Feng Shui for Pets By Gayle Dabrowski |Published January 11, 2020
Feng Shui, an ancient Chinese practice more than 5,000 years old, has seen a resurgence — not just for humans but for pets. Feng Shui is all about creating a positive energy flow that moves energy effectively through space.
Cleaning up clutter, rearranging, and using color are some simple ways you can balance your pet’s areas, both indoors and outdoors. Why Feng Shui?
Our environment influences our health, even if we’re not aware of it. That principle applies to our pets, too. If they’re cramped, uncomfortable, distressed, too cold, or too hot, they’re miserable. Feng Shui uses five elements — earth, fire, wood, water, and metal — to create an environmental balance.
Focus on the element relating to the living area you’re working on. If you’re potty training your dog, avoid negative reinforcement.
Instead, use an earth element to boost your dog’s learning ability. Do this by adding a houseplant in a terra cotta pot, maybe some crystals, or clay sculpture to your home. Anything that comes from the earth will work well.
Feng Shui also involves arranging furniture and other items in your home to create the best energy flow. For example, your dog’s sleeping spot should be against a solid wall, away from doors that might open, interfering with your pup’s nap.
Don’t put a pet bed under a window or across from an open door at the end of a long hallway, as positive energy may escape the animal’s bedding and travel out the door.
If your pet acts strangely but isn’t ill, Feng Shui may be the answer. Toxic energy can cause anxiety or depression in cats and dogs.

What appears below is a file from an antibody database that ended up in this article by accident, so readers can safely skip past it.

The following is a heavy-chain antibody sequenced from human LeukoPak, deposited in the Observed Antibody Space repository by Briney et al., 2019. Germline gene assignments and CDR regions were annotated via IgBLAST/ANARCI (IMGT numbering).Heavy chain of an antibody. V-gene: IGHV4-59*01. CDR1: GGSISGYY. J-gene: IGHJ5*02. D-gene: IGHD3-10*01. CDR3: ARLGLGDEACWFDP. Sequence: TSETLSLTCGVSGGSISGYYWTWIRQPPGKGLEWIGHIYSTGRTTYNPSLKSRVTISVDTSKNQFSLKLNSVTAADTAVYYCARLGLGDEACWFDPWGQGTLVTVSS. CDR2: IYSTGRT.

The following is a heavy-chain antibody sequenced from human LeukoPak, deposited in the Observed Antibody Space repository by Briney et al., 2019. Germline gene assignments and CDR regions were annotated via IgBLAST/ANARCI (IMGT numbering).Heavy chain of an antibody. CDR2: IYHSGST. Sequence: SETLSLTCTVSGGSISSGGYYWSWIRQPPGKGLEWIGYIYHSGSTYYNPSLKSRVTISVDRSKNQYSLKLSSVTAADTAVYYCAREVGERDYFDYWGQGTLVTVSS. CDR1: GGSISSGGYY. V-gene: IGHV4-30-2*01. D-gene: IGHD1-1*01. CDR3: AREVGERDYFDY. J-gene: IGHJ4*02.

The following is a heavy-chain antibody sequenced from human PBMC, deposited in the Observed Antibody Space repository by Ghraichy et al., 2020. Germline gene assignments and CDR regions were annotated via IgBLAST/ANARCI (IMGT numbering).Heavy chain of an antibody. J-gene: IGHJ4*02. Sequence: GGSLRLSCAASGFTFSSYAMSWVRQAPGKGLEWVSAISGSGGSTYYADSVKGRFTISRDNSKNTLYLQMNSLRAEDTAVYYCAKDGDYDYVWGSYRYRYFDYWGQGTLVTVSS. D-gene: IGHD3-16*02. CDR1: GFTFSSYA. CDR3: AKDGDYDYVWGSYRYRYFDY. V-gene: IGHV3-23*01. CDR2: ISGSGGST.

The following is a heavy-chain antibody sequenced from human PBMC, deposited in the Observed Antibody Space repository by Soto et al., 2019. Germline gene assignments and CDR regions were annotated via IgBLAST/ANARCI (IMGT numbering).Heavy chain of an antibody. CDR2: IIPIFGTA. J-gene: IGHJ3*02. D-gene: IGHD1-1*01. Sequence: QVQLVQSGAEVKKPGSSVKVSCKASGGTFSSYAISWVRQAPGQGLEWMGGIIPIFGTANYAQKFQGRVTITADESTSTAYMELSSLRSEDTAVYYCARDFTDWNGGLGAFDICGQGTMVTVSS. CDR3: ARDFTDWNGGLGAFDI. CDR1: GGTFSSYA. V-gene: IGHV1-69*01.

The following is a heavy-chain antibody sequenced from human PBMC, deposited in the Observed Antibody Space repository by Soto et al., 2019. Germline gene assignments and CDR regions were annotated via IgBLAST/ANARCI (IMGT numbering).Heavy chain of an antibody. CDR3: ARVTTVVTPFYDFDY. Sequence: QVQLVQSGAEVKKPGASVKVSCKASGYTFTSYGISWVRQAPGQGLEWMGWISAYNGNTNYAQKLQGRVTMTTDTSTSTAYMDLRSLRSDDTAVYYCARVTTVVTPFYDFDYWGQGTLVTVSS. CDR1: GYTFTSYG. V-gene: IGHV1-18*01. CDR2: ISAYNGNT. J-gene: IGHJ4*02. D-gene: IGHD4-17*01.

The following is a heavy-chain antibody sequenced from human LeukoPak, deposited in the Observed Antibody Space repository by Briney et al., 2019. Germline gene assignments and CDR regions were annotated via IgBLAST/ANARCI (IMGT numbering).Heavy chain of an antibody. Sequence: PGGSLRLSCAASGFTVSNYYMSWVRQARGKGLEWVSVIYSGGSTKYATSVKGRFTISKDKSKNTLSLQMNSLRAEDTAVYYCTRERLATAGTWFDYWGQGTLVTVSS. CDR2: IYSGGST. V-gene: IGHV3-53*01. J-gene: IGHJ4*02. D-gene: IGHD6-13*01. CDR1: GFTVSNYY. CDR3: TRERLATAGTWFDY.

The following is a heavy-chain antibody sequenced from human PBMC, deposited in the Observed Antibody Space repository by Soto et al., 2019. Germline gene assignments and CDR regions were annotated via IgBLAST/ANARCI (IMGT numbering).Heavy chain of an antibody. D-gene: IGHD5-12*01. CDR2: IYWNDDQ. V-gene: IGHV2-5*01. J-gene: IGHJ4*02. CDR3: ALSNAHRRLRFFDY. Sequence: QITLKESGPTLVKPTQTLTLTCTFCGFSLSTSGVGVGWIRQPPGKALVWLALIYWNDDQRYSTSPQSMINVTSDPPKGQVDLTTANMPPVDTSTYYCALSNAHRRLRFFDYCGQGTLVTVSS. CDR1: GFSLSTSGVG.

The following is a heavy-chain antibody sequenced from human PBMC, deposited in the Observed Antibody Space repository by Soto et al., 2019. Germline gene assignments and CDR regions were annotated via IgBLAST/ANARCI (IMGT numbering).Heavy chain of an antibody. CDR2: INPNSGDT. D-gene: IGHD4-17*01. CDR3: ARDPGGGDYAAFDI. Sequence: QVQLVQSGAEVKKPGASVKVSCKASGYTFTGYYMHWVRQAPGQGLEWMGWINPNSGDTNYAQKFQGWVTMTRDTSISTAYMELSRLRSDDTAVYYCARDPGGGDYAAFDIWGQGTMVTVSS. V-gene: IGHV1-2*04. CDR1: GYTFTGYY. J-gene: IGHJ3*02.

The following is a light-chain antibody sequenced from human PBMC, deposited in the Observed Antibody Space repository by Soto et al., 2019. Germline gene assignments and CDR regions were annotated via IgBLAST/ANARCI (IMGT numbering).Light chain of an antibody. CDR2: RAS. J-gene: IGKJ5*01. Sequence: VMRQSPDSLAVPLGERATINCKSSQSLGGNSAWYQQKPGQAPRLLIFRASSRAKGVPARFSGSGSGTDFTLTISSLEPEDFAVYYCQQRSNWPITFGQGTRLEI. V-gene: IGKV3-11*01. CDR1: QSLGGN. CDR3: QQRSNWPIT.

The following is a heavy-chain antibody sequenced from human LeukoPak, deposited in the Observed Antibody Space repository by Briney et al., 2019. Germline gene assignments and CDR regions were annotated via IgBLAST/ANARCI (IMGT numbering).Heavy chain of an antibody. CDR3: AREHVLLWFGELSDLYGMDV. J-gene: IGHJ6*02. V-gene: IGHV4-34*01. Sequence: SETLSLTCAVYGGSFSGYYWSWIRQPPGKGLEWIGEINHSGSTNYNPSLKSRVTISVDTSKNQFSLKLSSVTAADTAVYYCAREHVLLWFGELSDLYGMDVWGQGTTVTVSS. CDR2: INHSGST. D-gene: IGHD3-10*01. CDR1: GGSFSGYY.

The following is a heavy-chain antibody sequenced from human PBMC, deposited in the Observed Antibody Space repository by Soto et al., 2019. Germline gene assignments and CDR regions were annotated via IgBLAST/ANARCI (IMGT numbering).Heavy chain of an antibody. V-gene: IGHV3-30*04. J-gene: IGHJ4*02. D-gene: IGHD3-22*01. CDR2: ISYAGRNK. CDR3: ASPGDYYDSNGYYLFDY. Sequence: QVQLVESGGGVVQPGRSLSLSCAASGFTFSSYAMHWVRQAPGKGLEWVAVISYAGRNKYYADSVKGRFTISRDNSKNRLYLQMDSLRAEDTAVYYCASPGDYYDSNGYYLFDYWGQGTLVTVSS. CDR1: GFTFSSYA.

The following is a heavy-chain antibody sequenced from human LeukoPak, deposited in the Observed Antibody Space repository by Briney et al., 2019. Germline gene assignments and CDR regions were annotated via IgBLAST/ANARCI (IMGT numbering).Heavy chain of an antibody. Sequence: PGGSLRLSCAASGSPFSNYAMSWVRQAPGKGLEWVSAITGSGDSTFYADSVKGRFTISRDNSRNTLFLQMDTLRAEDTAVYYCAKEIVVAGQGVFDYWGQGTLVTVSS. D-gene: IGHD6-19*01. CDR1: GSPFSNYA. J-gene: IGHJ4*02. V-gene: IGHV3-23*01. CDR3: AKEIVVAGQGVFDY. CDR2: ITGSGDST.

Signs include excessive barking for no reason, unexplained fear, not wanting to go outside, an unwillingness to use the litter box, constant licking and chewing on themselves, and not sleeping in their usual spot. After ruling out medical reasons with a trip to the vet, give Feng Shui a try.
So how do you Feng Shui for pets? Look at their spaces indoors and outdoors, then create a better energy flow.
Give your dog its own space with a mat, rug, or bed. Keep the area tidy. Clutter in any part of the house blocks the flow of energy through your home.
Clutter can also overwhelm dogs, especially shelter pets whose lives have already been messy enough. Note: Dog toys don’t count as clutter.
Find and use the right colors for their elements. Don’t use white for your dog’s bedding. In Feng Shui, white is believed to make pooches sick.
Dogs belong to the earth element, so browns, tans, and light yellow help your pup relax. You can add a touch of pink to the collar, leash or, bedding, as this promotes a positive relationship.
Enforce rules that let your pup know you are the “top dog” in the home. If your pet is allowed to roam free, climb on all of the furniture and jump on visitors, the Feng Shui is out of balance, with more negative than positive energy.
In the natural order of things, you are the master of your domain. Allowing Rover to come before all else in your life isn’t healthy. Take control and restore the hierarchy. This helps your dog spread positive energy throughout your home.
Many dogs spend a lot of time outdoors. Bring the Feng Shui practices outside to keep the positive energy flowing. You can do this with just a few simple steps.
Our pets themselves are Feng Shui for us as they bring positive energy into our lives. We can return the favor by giving them safe, clean spaces with proper energy flow. After all, we want them to be as happy with us as we are with them!
Gayle Dabrowski has a passion for all things flora and fauna. She is most proud of her homemade chicken coop and the many cows she keeps on her property. She is National Geographic’s biggest fan and loves learning about all the incredible things that exist in nature.
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